“An exploration of the lived experience of older people who received an Intentional Compassionate Communication Intervention (ICCI) while in an Accident and Emergency (A&E) Department”

Authors: Paglioni, M., Ellis-Hill, C., Board, M., Branney, J. and Valentine, J.

Conference: British Society of Gerontology 48th annual conference


BACKGROUND: The number of older people using hospital emergency services is dramatically increasing (The Health Foundation 2018). Older patients often experience the A&E admission as a very stressful experience. In 2016 this has driven the development of a specific Intentional Compassionate Communication Intervention (ICCI) by the Dementia Care Team of a district hospital. The ICCI is used in their A&E to reduce older patient’s anxiety. Using effective communication skills rather than clinical ones –this is what makes the intervention so novel- a member of staff demonstrates compassion and empathy to the older patient. Meeting those patients’ psychological needs is important also because literature indicates that long and particularly stressful A&E experiences are associated with higher risk of developing delirium in older patients (Bo et al, 2016) and compassionate care seems to reduce patients distress (Gilbert and Procter 2006). AIMS: 1-To explore and understand the emotional, lived experience of a sample of vulnerable older patients (65 and over) admitted to the A&E of a district hospital; 2-To understand how the delivery of ICCI –Intentional Compassionate Communication Intervention- influences that experience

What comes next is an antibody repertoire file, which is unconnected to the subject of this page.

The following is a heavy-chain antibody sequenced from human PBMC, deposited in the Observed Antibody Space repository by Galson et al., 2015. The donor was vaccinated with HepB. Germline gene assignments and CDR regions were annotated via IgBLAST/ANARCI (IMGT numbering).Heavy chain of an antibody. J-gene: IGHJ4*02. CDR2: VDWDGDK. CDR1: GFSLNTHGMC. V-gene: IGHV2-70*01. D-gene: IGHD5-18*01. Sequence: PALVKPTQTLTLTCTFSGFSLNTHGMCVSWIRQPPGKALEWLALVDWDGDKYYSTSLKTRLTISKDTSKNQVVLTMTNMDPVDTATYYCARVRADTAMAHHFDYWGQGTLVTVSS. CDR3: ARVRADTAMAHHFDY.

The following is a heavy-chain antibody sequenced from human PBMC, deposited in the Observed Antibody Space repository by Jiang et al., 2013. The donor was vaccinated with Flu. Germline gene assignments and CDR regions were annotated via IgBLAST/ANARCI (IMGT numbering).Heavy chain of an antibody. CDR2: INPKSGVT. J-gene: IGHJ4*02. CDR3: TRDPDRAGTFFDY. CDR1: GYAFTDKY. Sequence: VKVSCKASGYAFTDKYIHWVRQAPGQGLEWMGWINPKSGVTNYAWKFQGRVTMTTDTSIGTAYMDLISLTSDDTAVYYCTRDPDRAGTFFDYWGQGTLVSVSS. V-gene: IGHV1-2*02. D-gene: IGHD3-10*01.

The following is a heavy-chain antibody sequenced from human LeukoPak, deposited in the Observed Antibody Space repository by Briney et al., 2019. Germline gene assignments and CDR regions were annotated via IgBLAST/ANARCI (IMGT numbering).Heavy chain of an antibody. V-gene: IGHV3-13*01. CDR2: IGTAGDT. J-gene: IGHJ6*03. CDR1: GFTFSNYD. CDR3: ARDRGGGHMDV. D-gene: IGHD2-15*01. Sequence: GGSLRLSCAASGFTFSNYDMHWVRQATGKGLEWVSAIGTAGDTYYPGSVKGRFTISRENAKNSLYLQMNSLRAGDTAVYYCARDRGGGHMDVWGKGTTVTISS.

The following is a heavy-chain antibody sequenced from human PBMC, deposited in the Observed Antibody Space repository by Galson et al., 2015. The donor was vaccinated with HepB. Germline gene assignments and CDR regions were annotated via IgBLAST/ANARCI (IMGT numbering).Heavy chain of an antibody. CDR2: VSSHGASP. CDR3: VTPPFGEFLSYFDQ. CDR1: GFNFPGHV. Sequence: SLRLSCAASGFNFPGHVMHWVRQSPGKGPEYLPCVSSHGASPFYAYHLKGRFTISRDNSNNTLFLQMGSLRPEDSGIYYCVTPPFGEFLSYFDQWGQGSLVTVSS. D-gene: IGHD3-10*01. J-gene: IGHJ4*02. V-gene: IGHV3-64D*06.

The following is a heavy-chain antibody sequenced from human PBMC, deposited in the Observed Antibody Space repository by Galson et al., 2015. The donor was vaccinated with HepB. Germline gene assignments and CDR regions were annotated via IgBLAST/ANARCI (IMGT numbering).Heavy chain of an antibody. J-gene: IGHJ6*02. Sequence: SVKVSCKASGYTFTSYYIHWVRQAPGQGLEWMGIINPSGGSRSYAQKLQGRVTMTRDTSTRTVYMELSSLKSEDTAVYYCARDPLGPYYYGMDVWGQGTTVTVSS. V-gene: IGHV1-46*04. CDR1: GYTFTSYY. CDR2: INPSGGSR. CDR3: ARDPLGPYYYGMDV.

Source: Manual